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Syria fighting rages as refugee numbers soar

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at least 72 people were killed as the regime continued its onslaught on Friday

Killed by whom? The rebels? Why the consistently vague and obfuscated statements by the AP when referring to deaths in Syria. Granted, with the sentence above the impression is left (no doubt intentionally) that the government is responsible, but actually that's not clarified at all. Note that the passive voice is used but the agent (by so and so) is omitted, yet then we have the non-causative conjunction of "as", which essentially means 'at the same time' but not 'due to'.

This above technique is an example of lying by omission. What is most likely true is;

At least 72 people were killed by the rebels as the government continued its security operation

Then the truth is then altered for propaganda purposes, whilst maintaining legal factuality;

At least 72 people were killed as the regime continued its onslaught

Moscow called off a meeting on the conflict that had been planned for Friday after Western and Arab governments said they would not attend.

So who called off the meeting first? Seemingly, western and Arab governments. So why write this to leave the impression that it was Moscow that called it off?

Mr Bashar al-Assad doesn't deserve to be on this earth," Fabius said.

Pretty gruesome words for a foreign minister. Let's be honest with ourselves. If the leader of an Arab country said this about the leader of a Western country it wouldn't be tolerated, nor should it be.

after the United States said it was ready to consider the move.

Ready to consider... Hilarious. They try to leave the impression that the US is reluctantly try to solve the problem when in fact Hillary has been hellbent on bombing Syria since she took office and no doubt the plans have already been drawn up.

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Thank you NeverSubmit... you also clearly know what is really going on.

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Syria is a former client state of the former Soviet Union (as was Iraq) that stayed in business by successfully combining Arab nationalism with MIG fighter jets and AK-47s supplied by the latter. The Assad family & its cronies was able to hang onto power for two decades after the breakup of the USSR, but that status is drawing to a close. I am reminded of a line from the stage play "Inherit the Wind," in which one character says to another, "All change is relative. Perhaps it is you who have moved away, by standing still."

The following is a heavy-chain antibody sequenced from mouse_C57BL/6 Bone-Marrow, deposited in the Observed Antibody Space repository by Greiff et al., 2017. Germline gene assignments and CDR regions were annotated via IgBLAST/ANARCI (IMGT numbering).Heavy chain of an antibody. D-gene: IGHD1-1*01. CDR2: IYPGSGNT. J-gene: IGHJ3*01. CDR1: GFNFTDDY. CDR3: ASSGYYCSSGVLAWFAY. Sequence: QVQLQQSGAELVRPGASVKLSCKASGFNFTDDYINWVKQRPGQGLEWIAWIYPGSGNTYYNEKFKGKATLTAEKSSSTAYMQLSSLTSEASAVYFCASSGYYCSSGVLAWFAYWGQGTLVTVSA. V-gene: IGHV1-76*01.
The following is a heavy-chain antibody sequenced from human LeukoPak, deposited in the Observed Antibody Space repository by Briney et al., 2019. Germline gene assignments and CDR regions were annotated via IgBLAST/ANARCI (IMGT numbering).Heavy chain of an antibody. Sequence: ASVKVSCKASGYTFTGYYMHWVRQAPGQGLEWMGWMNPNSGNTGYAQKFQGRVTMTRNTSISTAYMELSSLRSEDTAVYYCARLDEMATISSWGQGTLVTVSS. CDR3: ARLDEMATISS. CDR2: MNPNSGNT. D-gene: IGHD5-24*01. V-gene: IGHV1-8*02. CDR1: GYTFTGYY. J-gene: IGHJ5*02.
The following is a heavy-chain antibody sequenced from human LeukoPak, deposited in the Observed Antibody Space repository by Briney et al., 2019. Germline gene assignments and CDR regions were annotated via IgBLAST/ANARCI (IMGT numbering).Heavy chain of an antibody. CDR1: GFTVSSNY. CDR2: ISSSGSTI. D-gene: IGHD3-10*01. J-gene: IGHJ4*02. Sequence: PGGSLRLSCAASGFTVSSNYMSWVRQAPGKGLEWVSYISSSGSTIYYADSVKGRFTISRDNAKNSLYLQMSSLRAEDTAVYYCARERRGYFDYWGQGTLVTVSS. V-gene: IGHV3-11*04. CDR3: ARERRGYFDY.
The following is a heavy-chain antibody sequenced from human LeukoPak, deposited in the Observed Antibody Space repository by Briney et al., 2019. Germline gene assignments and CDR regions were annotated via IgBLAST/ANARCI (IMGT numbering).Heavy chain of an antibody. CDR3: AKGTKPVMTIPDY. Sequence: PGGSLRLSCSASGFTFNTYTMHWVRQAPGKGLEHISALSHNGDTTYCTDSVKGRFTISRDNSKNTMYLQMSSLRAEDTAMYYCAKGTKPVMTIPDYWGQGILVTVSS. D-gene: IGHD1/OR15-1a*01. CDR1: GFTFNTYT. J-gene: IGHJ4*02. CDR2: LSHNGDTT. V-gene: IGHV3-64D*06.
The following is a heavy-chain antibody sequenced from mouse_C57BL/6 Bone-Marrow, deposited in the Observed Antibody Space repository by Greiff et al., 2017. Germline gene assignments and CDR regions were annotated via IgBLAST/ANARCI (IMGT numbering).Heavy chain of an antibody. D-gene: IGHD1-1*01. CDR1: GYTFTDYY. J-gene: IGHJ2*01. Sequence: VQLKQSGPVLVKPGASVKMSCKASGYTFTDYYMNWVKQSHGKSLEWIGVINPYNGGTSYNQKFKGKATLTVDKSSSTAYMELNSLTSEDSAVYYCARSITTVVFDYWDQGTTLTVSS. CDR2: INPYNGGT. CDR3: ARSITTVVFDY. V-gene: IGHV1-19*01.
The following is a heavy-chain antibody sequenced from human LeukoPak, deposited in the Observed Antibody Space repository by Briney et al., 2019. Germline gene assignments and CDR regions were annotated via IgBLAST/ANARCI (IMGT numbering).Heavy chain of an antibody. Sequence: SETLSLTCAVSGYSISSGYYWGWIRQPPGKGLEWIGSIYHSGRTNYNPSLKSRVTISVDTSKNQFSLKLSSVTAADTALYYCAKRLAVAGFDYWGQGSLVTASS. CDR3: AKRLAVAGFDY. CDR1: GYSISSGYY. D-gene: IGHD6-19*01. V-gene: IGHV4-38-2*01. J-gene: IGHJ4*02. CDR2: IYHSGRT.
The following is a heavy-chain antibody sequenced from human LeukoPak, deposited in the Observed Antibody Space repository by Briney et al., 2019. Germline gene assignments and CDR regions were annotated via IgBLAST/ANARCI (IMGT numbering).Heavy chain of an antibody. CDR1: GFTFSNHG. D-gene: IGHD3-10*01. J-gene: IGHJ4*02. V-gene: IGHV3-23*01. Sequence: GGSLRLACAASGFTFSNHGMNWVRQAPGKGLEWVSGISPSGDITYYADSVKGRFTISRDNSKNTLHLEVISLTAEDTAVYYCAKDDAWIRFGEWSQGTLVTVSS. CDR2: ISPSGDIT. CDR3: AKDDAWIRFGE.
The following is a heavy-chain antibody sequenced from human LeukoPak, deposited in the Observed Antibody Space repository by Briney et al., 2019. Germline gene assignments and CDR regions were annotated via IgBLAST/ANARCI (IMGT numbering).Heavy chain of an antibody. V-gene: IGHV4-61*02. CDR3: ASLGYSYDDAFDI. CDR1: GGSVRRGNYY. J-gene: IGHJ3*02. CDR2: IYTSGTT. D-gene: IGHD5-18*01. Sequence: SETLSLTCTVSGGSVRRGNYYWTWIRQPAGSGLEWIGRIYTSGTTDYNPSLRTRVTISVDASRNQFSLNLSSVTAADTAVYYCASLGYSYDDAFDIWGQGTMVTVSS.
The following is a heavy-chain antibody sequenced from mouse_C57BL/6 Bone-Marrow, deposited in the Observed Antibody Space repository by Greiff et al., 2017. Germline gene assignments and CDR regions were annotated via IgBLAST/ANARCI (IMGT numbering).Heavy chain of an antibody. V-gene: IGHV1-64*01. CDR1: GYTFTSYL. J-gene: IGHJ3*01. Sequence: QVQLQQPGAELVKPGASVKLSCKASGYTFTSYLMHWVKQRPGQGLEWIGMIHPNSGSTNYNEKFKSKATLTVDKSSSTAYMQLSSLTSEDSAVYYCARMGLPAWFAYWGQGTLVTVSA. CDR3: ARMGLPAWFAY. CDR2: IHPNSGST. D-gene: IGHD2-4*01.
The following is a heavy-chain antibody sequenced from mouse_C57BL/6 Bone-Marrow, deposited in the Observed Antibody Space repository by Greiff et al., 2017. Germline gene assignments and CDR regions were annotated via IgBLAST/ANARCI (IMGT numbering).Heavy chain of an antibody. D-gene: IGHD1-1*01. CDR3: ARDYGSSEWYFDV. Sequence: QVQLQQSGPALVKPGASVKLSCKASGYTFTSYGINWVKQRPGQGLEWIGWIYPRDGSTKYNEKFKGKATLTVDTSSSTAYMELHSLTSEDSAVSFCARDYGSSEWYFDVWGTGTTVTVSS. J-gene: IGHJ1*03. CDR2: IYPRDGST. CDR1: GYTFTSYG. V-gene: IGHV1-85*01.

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NeverSubmit

Killed by whom? The rebels? Why the consistently vague and obfuscated statements by the AP when referring to deaths in Syria

They answer your question quite clearly for you, when they say this. Didn't you read any further?;

It is impossible to independently verify such claims as journalists are unable to report freely in Syria.

I wonder, NeverSubmit, if the Assad regime is as squeaky clean and innocent as you constantly claim, why wouldn't they let in foreign journalists to get up close to the action and report the truth?. The regime has everything to win by doing so, if things are as you say, correct?

This above technique is an example of lying by omission. What is most likely true is;

At least 72 people were killed by the rebels as the government continued its security operation

Just your skewed opinion, nothing more.

They try to leave the impression that the US is reluctantly try to solve the problem when in fact Hillary has been hellbent on bombing Syria since she took office and no doubt the plans have already been drawn up

Again, your rather tenuous appreciation for the fine balance of politics in the Middle East leaves your statements sorely wanting. Syria is not the same as Iraq - geographically or politically. The one country the United States is most concerned about and aligned to in the region is Israel. Syria and Iran are allies and have a military agreement to cooperate against the threat of the US and Israel and fund groups like Hezbollah in Lebanon - and we all know what Hezbollah make of Irsael and the US. If the US start overtly bombing Syria, they will start a broad scale war in the region. They simply won't do that.

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This has been a proxy conflict from the start, basically, playing on the sectarian divisions and historic rivalries, which is beyond irresponsible, and has resulted in tragedy for too many people in Syria. The Western powers seem intent on self-righteously justifying their stance in the name of protecting the human rights of the protesters, even as they have been fleeing the conflict for months.

French Foreign Minister Laurent Fabius called for President Bashar al-Assad's regime to be "smashed fast" as he visited Turkey's largest refugee camp near the border.

More war mongering by the West.

Even though the Assad regime will undoubtedly not survive in its present form, there is no question that the future government of Syria has to be representative of all of the minorities in a manner that assures for the continued existence of the diverse population of Syria, not converting it to a Sunni theocracy. There have been calls by the so-called opposition of late for the Sunnis to "take their country back".

http://www.reuters.com/article/2012/08/16/us-syria-crisis-rebels-idUSBRE87F16G20120816

"This is not just about the fall of Assad. This is about the Sunni Muslims of Syria taking back their country and pushing out the minority that have been oppressing them for generations now," Najjar said.